Owners of local shops in downtown Hillsdale have advice they had to learn in growing their own businesses.

Being a small town, the people of Hillsdale have a lot of oppor­tu­nities to pursue their dreams and open their own busi­nesses. These local business owners work hard each day to provide the best products and ser­vices to their com­munity. Here are seven pieces of advice they have for young entrepreneurs:

  1. Be reliable. “My values are the same for my life and business: you follow through, you own up to your mis­takes, you be on time, and you do exactly what you say you’re going to do.” - Jane Stewart, owner of Smith’s Flowers since 2010
  2. Never cheat. “I never try to cheat people. I love my com­munity, I love to give what everybody deserves, I love to share flowers, but I never try to cheat people. I didn’t learn that by mistake; that’s my values that I was brought up on, and I think that’s one of the reasons we’re suc­cessful.” ‑Stewart
  3. Be ready to grow. “When I was in high school, I was very shy, and I wouldn’t have ever believed that I got up in front of people and taught painting classes or opened a business.” - Jonna Macy, owner of Toasted Mud since 2010 
  4. Do what you enjoy. “It’s one of the great things about when you’re trying to figure it all out. A really good starting point is to find some­thing you really love and then think, ‘How can I make money doing that?’ If you have a hobby, you love it, you need to figure out how to make cash. Then you’re not mis­erable doing it.”  -Macy
  5. Don’t wait to get started. “Look for your adventure. If I had started Toasted Mud before I got married or had children, it would’ve been a lot easier. I could have lived off of peanut butter and jelly sand­wiches while I was trying to get it to grow. Go forward with what you want to do first.” -Macy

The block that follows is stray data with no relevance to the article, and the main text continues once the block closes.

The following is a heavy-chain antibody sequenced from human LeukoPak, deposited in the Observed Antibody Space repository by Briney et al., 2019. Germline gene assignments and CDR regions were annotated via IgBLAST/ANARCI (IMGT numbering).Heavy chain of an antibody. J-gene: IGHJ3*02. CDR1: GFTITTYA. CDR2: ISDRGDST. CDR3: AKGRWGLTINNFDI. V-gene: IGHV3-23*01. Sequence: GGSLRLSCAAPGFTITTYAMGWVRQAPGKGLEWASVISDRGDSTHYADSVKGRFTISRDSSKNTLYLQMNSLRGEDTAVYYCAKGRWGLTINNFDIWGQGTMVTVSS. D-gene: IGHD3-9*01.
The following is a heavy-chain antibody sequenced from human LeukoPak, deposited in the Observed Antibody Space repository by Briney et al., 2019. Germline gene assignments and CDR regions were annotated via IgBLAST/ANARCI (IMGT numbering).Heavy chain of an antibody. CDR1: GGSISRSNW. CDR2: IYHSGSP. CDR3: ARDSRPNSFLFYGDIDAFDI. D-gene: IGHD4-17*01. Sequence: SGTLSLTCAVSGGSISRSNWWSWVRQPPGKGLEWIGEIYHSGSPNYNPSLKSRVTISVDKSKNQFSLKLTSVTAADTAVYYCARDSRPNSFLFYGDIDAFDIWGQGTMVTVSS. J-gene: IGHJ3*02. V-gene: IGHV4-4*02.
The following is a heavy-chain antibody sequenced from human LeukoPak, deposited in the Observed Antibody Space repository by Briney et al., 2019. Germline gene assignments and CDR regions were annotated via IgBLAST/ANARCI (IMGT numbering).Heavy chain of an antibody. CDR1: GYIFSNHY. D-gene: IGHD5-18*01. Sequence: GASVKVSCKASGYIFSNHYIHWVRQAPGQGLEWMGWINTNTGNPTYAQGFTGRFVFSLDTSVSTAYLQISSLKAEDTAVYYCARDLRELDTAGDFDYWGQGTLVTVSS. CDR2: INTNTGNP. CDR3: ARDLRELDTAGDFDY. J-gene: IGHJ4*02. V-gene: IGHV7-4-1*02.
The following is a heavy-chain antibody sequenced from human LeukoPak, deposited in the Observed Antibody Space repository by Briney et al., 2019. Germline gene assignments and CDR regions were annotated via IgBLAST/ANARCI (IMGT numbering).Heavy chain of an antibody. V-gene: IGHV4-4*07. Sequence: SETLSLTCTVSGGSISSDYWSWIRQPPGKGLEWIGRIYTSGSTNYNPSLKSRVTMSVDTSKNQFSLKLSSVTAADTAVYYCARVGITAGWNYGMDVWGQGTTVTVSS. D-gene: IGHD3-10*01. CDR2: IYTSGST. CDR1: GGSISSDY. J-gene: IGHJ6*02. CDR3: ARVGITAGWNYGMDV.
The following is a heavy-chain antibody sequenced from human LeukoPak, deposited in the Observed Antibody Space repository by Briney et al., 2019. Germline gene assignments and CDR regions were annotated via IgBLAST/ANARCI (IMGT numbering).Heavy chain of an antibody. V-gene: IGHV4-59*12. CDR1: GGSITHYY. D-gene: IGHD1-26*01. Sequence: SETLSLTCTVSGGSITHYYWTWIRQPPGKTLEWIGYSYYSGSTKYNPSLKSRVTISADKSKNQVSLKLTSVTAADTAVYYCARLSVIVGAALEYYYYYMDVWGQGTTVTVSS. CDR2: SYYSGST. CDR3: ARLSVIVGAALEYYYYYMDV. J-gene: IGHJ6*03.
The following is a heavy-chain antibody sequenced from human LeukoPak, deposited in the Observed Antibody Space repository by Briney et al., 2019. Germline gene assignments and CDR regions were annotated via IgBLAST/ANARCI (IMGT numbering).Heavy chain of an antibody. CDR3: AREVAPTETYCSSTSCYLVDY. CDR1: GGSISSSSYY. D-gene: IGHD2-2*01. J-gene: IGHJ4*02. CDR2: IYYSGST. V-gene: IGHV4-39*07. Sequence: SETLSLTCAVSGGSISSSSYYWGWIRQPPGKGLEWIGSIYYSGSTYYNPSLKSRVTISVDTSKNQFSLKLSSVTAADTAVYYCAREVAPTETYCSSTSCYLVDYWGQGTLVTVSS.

6. Put in the time. “Don’t go into your own business if you think you’re going to have a lot of free time. You don’t. I think that was the number one sur­prise here. I knew in order to get this restaurant turned around that it had to be run as a family. It had to be everyone involved. I just didn’t realize that it would still require me to work six or seven days.” -Donna Olstead, owner of Cottage Inn since 2014
  7. Get your kids involved. As mothers, all three of these women expressed the impor­tance of bal­ancing running a business and being there for their children: 

“[My two kids] were running around here in diapers when we were doing this. Time just goes by so fast.” ‑Macy

“I would take her to school in the morning, go to work, and then she’d ride the Dial-A-Ride bus and get dropped off. She’d do her homework in the back of the store, and she would do things that needed to be done. She was a very good helper.” -Stewart.

“I was making these really hard decision for our family. I was missing softball games, watching them grow up. My daughter is now done with college, and she’s able to help to be home to help run, which has been the right time to come in and help us, espe­cially as we’re trans­ferring over to the silos. Now that my kids are older, I think they appre­ciate the effort and that we’re trying to leave a legacy behind for them to run after we pass.” -Olstead